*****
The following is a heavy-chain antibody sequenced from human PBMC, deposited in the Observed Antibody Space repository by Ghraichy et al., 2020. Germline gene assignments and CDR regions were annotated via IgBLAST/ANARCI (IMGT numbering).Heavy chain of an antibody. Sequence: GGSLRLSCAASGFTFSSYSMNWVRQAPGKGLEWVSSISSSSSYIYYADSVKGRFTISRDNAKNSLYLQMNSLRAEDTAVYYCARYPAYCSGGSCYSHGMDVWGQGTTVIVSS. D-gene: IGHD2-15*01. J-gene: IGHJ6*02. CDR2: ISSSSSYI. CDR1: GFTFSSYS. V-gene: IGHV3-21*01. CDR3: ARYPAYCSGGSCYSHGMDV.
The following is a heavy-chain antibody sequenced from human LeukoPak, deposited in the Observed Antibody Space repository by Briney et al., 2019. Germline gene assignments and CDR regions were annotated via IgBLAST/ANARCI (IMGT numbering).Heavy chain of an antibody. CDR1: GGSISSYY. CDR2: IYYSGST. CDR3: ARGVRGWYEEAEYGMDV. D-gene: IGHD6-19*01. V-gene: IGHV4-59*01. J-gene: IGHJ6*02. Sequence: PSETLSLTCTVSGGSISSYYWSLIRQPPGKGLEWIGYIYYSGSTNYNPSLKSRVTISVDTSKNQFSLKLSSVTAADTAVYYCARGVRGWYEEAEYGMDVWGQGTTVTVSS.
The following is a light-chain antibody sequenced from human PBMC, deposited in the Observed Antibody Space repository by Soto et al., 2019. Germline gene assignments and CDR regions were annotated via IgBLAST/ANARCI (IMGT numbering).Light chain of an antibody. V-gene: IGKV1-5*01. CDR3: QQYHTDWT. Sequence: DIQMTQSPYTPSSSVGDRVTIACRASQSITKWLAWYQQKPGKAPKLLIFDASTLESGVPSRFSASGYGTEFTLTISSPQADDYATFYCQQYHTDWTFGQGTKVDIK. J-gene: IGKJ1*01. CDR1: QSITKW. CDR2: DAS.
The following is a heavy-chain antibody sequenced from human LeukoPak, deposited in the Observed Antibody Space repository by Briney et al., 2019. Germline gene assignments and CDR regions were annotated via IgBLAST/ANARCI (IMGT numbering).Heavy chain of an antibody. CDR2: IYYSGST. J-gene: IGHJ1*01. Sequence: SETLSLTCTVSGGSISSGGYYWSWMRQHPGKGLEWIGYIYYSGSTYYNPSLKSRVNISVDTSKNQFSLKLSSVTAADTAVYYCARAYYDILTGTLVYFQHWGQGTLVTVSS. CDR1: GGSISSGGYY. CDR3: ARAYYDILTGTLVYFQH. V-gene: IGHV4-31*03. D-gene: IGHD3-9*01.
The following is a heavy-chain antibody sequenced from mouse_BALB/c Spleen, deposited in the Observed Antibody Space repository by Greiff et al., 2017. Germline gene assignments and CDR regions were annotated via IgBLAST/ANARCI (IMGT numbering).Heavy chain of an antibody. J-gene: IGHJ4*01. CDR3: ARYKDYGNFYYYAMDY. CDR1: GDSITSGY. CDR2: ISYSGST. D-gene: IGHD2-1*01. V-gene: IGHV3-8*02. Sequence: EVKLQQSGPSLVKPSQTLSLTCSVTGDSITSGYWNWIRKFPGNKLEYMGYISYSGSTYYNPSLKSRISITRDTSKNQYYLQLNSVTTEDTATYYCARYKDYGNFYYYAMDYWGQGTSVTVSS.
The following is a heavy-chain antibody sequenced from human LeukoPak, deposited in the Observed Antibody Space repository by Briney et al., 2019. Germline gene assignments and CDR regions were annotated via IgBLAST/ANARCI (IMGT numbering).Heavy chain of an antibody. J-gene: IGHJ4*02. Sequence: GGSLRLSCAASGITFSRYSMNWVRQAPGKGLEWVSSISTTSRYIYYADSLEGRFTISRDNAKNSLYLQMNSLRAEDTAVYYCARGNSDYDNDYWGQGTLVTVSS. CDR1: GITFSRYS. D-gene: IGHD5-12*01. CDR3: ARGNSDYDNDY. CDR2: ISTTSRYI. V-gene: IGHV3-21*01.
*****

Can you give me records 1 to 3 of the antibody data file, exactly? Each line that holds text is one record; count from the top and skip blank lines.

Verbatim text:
The following is a heavy-chain antibody sequenced from human PBMC, deposited in the Observed Antibody Space repository by Ghraichy et al., 2020. Germline gene assignments and CDR regions were annotated via IgBLAST/ANARCI (IMGT numbering).Heavy chain of an antibody. Sequence: GGSLRLSCAASGFTFSSYSMNWVRQAPGKGLEWVSSISSSSSYIYYADSVKGRFTISRDNAKNSLYLQMNSLRAEDTAVYYCARYPAYCSGGSCYSHGMDVWGQGTTVIVSS. D-gene: IGHD2-15*01. J-gene: IGHJ6*02. CDR2: ISSSSSYI. CDR1: GFTFSSYS. V-gene: IGHV3-21*01. CDR3: ARYPAYCSGGSCYSHGMDV.
The following is a heavy-chain antibody sequenced from human LeukoPak, deposited in the Observed Antibody Space repository by Briney et al., 2019. Germline gene assignments and CDR regions were annotated via IgBLAST/ANARCI (IMGT numbering).Heavy chain of an antibody. CDR1: GGSISSYY. CDR2: IYYSGST. CDR3: ARGVRGWYEEAEYGMDV. D-gene: IGHD6-19*01. V-gene: IGHV4-59*01. J-gene: IGHJ6*02. Sequence: PSETLSLTCTVSGGSISSYYWSLIRQPPGKGLEWIGYIYYSGSTNYNPSLKSRVTISVDTSKNQFSLKLSSVTAADTAVYYCARGVRGWYEEAEYGMDVWGQGTTVTVSS.
The following is a light-chain antibody sequenced from human PBMC, deposited in the Observed Antibody Space repository by Soto et al., 2019. Germline gene assignments and CDR regions were annotated via IgBLAST/ANARCI (IMGT numbering).Light chain of an antibody. V-gene: IGKV1-5*01. CDR3: QQYHTDWT. Sequence: DIQMTQSPYTPSSSVGDRVTIACRASQSITKWLAWYQQKPGKAPKLLIFDASTLESGVPSRFSASGYGTEFTLTISSPQADDYATFYCQQYHTDWTFGQGTKVDIK. J-gene: IGKJ1*01. CDR1: QSITKW. CDR2: DAS.